Our Brother In Red (Newspaper) - August 17, 1889, Muskogee, Oklahoma Ghriitian Mktcation th4 Mi^ tk^ Indian. VOLtJME m R- BREWbr. p. MUSKOGEE, mPIAN TERRITORY. SATURDAY, AUGUST 17, 1889. TERMS- i YeabTK^ MUSKOGEE, I. T. J. O. CALLAHAN, Physician and Surgeon* Cobb'8 Drxxg Store, Offloe at Muskogee, I. T. MuBkqgeo, NELSON WILKINSON) EAST SIDE OF TRACK. Joe Douflrlas is also in the shop and would l)e pleaseii to see all his oW cUHtomers. J. S. O'BRIAN, Watchfliafeer and Jeweler, Hulisrn's Dr'i, Muskogee, ; Store, Main Street. I. T. GREEK HOUSE. Eufaula, - - I. T. Good Faro, CV>rDlortable Uooing and Moderate Charges. L. H.POSKV, Prop. EUFAULA HOUSE, Eufaula. - I. J. Accommodation* equal to any in Town. Charges moderate. ^ ^, , Mrs; MAitr L. Bbbrod. Cravens, t Temple & Jackson, Attorneys and ConnseloTs at Metbodiam is Concerned, the evaogetizi-Uoa of th� Indiwa Territoty seems to haTe been oaittBiifled to our churohbf co&ient. It is of pdnw importance that^e be f tith-ful to the ttust. Tbe inhumanity of the politician, whioh has �xpres��d itself in the sayhisr "j^o gii>od I^^^^ but a dead oiie/'haii.i^'a;,xs(^^ meaiuz�, in-iected^i^'leiittiri^ and /*rl^en we tidk orlndii^ reply fiip- pahtiyr ^'Wij^t^anypumakeoutof ^uit" that tlie materifltl 1% at tint si^t. iinpromising, I aititi^it: atid, when t re-mismber that the Oreeks have had the gospel for slity years and have been under an prganized conference for forty-flye years, and' yet utterly unable to stand alone; there seems to be sonie fatal dlffl-GUUy inthe way of this work. I took oc-casfion tospeak of this at the District C inference during my visit, anii a fuU-hlood said in reply, "I don't IhinK this is tb� Indian's fault. We have never been tauijht self support." This opened' my ejes to the fact that the �lultliea not so much in the people as in the church's methods in dealing with them. I am satisfied the people have the elements which assure the futuie as a self supporting church,, under proper teaching. I preached on Sunday morning at the camp-meeting.on the PMfteenth Chapter of TiUKe,-A passage of acripttire which embodies and illustrates the whole procesa pf individual salvati6n, and I preached just a.s I would to the most cultered congregations of the city; and these people Wdre as fully eu ra^pporf with the oreach-eras any to Whom T ever minlstereid. ihey gave ^piiens of intelligent ain app^e olativftj^eariag. ,,-T^%^' Was^ti^^si' - � ^^''^-^tt%xliMliai|fcns^rat^wA#^^' Will practice....... ^ Court atWIu Collections Mad in the United lei Law. States skingee. Promptly. B. B. Shepard. J. P. Grove. H. O. Shepard. SHEPARD, GROVE & SHEPARD ATTORNEYS AT LAW, Oflice: Oppoeite Turner & Byrne's store un Miia Street. Muskogee, - - Ind, Ter. Refer without permission to- the Hon. A. H. Horton, D. M. Vaiontiue and A. W. Johnston, judges; and 0. J. Brown, clerk ol the Supreme' court of Kansas. J. G. KALLS. From I'crt Smith. W. D. CRAWFORD. From Fajetteville. Raits & Crawford, AXrOKNEYS AT LAW. MusiiOGEE, - - Ini>. Ter. )oial attention given to all business in the . 8. Court and bel'are the U. 8. Commissioner. Pensionclalms attended to, eto. Offlco opposite the Post OfRce. W. h. AUSTIN, ajuskogee, I.T. PRES. 8. LWSTBB, Jr. NBBhvHle, Tenn. ^'AUSTIfi & LESTER, Attorneys-hd Collection - Agents. eif'WlU practice in U. 8. Court for Ind Ter. MU3K0GEE, - IND. TER. Refer to F. B. Severs and Rev. Theo. F. Brewer - S.O.HtNOS. W.C.JACKSON, Late Judge t4th Dtst. Kan^s. Of the Arkansas Bar. D. STEWART ELLIOTT, Of the Kansas Bar, . Hinds jHDiiioq ft EiilDlf LAWYERS. lor Ai Le�al Businim proinptir and cNir�fu)ijr attentleclto. CoUeetlonsmade ud remitted without detay. '#ftniSmon^ the ignorant. Their aensi-bilities were profoundly stirred, but they guve no outward signs but tears and sobs. They sat and listened and wept, and when I asKed those who accepted the Lord, who had been seeidng him, to stand, they rose en Miis.n' with tears in every eye. We made another test of their appreciation-we tooK a Collection, and, while I have made many collections-I never saw one such as that before. Nearly every one gave. Hen in their shirt sleeves tgxd bare-footed women came weeping, to lay their mpney on the table. The gospel has done wonders for th'pse poor peoples When we thinK that with-, in a hundred miles of them is a tribe \n whose language are no words for. "religion" and "love," and then Iook at the intelligent devotion of these, we cannot help saying that if it had cost ten times the money, it would have been fully jijs-tlfled. But we cannot help thinking how much, more might have been accomplished. The Indian shows most eyident signs of capacity in head and heart for Christian development and eyen independence. Wise church work looks far beyond the mere salvation of individuals, it is > far sighted and works for the distant future. Herein is seen^ the wisdom of those who took the Gospsl to the Sandwich and Fiji Islands. They taught them sel f support and aggressive work for other^. Ihave no doubt that this work has suffered for want of the coiitinuoua oversight of one bishop. The onerous duties upon pur general overseersv leave little oppprtuatty for them to know the work in one, or two visits, such as they must make in a year of Episcopal oversight. It takes time to know the condition and needs of the work. It lies away off the railroad lines and can only be reached by tedious travel. And it takes much more time to settle upon and successfully inaugurate a policy suited to these needs. I am glad to learn that the charge of this work has been permanently ccinmitted to Bishop Hendrii. We may justly expect large results. The Indian Missiqn Conference need$ men-good men. They have such, but they need more. Such are nnV more needed in any part of the church. It ia I scrioua noiatakobinpoae that men will answer for that work who ciw be easily pared from other ptacei. They need the wisest and the best; and I know no fleld' mere inviting for such as have a pity for d}.!t>g miitt and a pastioQ for aaviog touli. tiiiiatlbMtt training soU men. la the mlniatry, as the church; and the Oo have richest blessingi in who wisely conseorftte work. Inthe annalif of are no memoi^es more of the Godly men Who lives to it. There are n0 doing more apostolic faithful ones who are that field. Another indication whii is that the Indians the ing'for white preachers, ing out for help above them. They wish With good men to prea ed Ijy competent intefpr day school to educate th Indian Mission Confere come to vigorous self supJJort. YdUrs truly, Ja^. C. Morris. Kansas City, Mo., Aug>g|lh, I8K9. toT useful �bk found in rt^rations men to this I, there than those given their len who are than the now in eana much '68 are aak-are reach* ten who are I be lifted up. to them,, help-a,nd'with children, this will "surely inoistkiai< BnirCATION- HV D. %V. C. UUKCAN. Mathematics ia one of the most popular subjects of study rsknown in our achoo's. In the form ot�rJthmetic, it is one of the very first to en�(ftge the atten tionof the infant mind; an d WnV dred studies. Think of the multltudloai principles,'as well as anomalies, of gram m&r to be famlU&rizsd and memo:'z~d thethousandiof wards, the meaaicgs o* which have to be acquired by the form ation and executfon of a deliberate purpose on part of the mind; the endlMS process of manipulation required in turning over, and over again, the teaming pages of the ponderous lexicon in search for verbal definitions. Nor could an adequate e^aeeption of the tedloua ag gregate of thii kind of soholaatio drudgery be had. without the further reflection that, owing to the inconstancy of the memory, it hecomei aeoesiwy to reoon-suit this lexicon many. timet over for each, or at least a majority, of aU thele myriad words. And here again we are led to ask. What is it all for? It is certain that this kind of attainment, when acquiredj can bring no appreciable aid to the possessor of it in his real life struggle for "bread and butter;" unless he should make the jschool-room the arena of his exertion. It a well known fact, that graduates, when they go into industrial pursuits, generally throw their diplomas, together with their claBsios aside to become the prey alike of motis and forgetfulness. But if mathematics, geography and language afford us so little practical benefit, what shall wb say of astronomy, geology; chemistiy, mineralogy, meta-physics and the like? I think, if we should go and consu^Jv the wage-earner upon this subject, he would toll us emphatically that a knovi(ledge of th^se things has no tendancy whatever tc help him to a job, or to do better work when he has got' it. ' Let me not be hej;,e / misunderstood! . It is not my intention to say a single word to discourage the mind's acquisition of abstract knowledge in every available �department of natare;-no!: do I allow anjr istan toexcolft^JUi sei^ivply appreciating the charms of classical learning. My sedition here is intended to go no further than sinoply to make just as promiueut as possible the fact that such is not the kind of culture that , fits men for making a living.for themselves and their families. The first duty of man, not to say th6 very highest, is to take care of the body^ by properly feeding it, sheltering it, and clothing it. It is obvious that the body and the mind are related to each other in the order of antecedent and consequent. There must be a body before there' can be a mind. It is only in connection with the former that the continuance of the latter as a denizen of tbil world can be secured. We know only too weU, by fearful'experience, that once separated from its fleshy tenement, it flies away and is gone forever. We have also learned, from the same inexorable teacher, that the health, happiness and usefulness of the mind depends upon the condition of the body, "A sound; mind is a sound body," is but a correct state-^ ment of the order of nature, and an unsound mind in an unsound body, is a painful reality only too familiar in human experience. But an unsound mind in a sound body; or a sound mind in an unsound body, is an unnatural linKing of things, it cannot exist. If there were any thing else needed to convince lis of the pte-eminence of our duty to the physical man, it is plainly readable inthe orderingsof nature herself. For some reason or other, creative Wisdom has adopted flesh and blood as the medium of communication between the material and the spiritual. Every thing mental, every thing moral, every thing spiritual,- every thing excellent in human character, derives its being from, and exists by virtue of, the material body. Prior to birth, all wisdom, all virtue, all goodness, were nonentities, and at death, for all practical purposes, they cease to be. In view of such facts as these, there should seem to be no. lack of considerations to constitute the care of the body a matter of supremest concern. Indeed the highest and most imperative duty that can devolve upon a human being In this life, ia to see that, by honest meanst hie wardrobe it filled with good, com-fortitble clothing, his larder, with aii Abundance of nourishing food, and that a stiitablesheiter is provided for hiinielt and his household And in itQcord with ibis view a e the worus cf the Scripture. "Ifary pttvide tot for hi* own, he is worSathananinfideV" a state of Ml^ than which none other can be more deplorable. 0. W. a DvKoaH. (To be Continued.) trroat t.�IUsliI.'r. Dbau Bro. Brswbb:-I have Joel t*-turned from an extended trip lo StoHcwwJl and engaging in a ipleadid nvlval oaiegr brothers [ J. F. Wagnon ) work;' It nm very refreshing to Oiia scribe to tcM over the lovely oountiy al^etaatiag |)|08id'rolUng'pnarie8:'^i^�ih^ ��^luxnrtent grass to UiiB pxat^^Vl-van sceaerr and mountain gM'gee 4 (fer beheld. Oh; how beautlftilara the llBaa of'nattue;:IBa(aileaf^^ I'llie hand diatmadenwl%divi4er One : almost feels tlie presence ik ^8\xptamii as he gaiies on the pioture�itlet,l0^WliaeM of their sublime beaut;y< I had fbit pleasure of meetinfcQro. M. A. Smit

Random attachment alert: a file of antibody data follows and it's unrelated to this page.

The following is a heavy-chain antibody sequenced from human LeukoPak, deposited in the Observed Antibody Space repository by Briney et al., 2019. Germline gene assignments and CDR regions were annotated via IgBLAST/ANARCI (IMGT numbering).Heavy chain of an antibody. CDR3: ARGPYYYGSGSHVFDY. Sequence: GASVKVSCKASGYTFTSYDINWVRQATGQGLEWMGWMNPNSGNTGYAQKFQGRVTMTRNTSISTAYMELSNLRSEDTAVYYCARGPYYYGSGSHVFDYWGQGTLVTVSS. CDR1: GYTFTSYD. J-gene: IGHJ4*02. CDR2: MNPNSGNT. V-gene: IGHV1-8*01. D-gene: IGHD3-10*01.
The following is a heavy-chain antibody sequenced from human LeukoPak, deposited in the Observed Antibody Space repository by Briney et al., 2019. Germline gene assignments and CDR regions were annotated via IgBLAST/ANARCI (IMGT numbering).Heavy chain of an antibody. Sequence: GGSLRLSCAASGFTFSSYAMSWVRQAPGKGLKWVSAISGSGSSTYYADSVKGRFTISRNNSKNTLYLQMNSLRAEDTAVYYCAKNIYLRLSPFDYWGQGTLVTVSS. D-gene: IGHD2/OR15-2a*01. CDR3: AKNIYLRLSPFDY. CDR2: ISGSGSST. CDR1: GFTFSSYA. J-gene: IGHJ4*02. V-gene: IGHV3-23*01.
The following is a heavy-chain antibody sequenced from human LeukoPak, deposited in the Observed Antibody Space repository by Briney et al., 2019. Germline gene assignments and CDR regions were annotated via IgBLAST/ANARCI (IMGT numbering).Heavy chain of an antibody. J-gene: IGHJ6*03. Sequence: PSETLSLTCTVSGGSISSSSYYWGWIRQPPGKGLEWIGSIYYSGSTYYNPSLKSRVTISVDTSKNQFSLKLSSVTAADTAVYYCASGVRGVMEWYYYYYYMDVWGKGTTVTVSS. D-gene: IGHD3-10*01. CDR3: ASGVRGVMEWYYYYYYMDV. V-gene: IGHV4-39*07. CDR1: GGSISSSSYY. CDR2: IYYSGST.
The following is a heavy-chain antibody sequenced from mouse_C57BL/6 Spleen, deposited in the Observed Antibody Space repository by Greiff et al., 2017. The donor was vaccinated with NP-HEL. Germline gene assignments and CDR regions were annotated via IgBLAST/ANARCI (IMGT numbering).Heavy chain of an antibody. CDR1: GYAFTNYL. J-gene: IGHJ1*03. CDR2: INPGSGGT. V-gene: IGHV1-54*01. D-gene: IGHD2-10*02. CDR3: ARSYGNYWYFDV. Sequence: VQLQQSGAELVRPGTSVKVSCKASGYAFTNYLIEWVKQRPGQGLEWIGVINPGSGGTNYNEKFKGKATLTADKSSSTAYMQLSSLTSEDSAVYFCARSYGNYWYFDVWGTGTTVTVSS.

i Stan; 801 atayed at.the hot etaitoi^ ^Bi0i cars landed me two miles front th�: tMa, depot for the Chautauqua. I hurled hif carriage to the groundi. and found I wsm set down to speax in thirty minuses, In that brief time I had to find the hotel, ge� a room, taKe a bath, change VL^, �m scan the notes of the lecture; Ifelal shirt-buttons in: tiievhunyalin^Klua^ from my fingers and hide undex tniMMMik waahstandtaadhehind bed lege;! strings snap In lying. GoUars comeloiMn from the bacK button, and the vest lanii be taxen off to get a ' 'purchase'' on tlwi rear of the necx. The raaor cite aima^ and it bleids and bleedK The -1mm: spring to my valise pinched off twopatdl^; ee qf f Kin from my i ^n�>oii;*i*ioitii;:.:^ m, andfolIntaanMrpiitti; bnv ing throng it I cvm inm � ^ atuUenoe with the oolMnre o^attfg every pove. Tka'polite peojpte me for an hotifv
Once upon a time newspapers were our main source of information. Now those old newspapers are a reliable source for hundreds of years of history and secrets of the past. Now you can search for people, places, and events without the hassle of sorting through mountains of papers!
Newspaper Archive is the world's largest online newspaper database featuring over 130 million newspaper pages. Plus our database expands by one newspaper page per second for a total of around 2.5 million pages per month! The value of your membership grows along with it.
Those looking to find out more about their forefathers can empower their genealogy search with Newspaper Archive. Within our massive database, users can search ancestors' names for news stories and obituaries. We must understand our past to understand our future!
24 hours a day Monday-Saturday
Your full introductory membership payment will be credited toward the cost of full membership any time you choose to upgrade!
"It is amazing how easy and exciting it is to access all of this information! I found hundreds of articles about my relatives from Germany! Well worth the subscription!" - Michael S.
"I love this site. It's interesting to read articles about different family members. I've found articles as well as an obituary about an uncle who passed away before I was born, and another about a great aunt. It's great for helping with genealogy." - Patricia T.
"A great research tool. Allows me to view events and gives me incredible insight into the stories of the past." - Charles S.